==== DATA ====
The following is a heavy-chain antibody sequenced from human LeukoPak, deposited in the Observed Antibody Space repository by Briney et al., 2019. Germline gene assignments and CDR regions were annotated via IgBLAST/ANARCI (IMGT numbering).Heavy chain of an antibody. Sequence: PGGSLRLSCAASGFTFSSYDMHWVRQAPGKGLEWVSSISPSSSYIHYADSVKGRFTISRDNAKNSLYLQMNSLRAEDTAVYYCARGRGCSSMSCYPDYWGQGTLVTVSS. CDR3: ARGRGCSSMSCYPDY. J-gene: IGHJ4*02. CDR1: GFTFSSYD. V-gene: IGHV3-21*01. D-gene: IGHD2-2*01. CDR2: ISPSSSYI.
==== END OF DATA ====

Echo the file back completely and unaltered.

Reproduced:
The following is a heavy-chain antibody sequenced from human LeukoPak, deposited in the Observed Antibody Space repository by Briney et al., 2019. Germline gene assignments and CDR regions were annotated via IgBLAST/ANARCI (IMGT numbering).Heavy chain of an antibody. Sequence: PGGSLRLSCAASGFTFSSYDMHWVRQAPGKGLEWVSSISPSSSYIHYADSVKGRFTISRDNAKNSLYLQMNSLRAEDTAVYYCARGRGCSSMSCYPDYWGQGTLVTVSS. CDR3: ARGRGCSSMSCYPDY. J-gene: IGHJ4*02. CDR1: GFTFSSYD. V-gene: IGHV3-21*01. D-gene: IGHD2-2*01. CDR2: ISPSSSYI.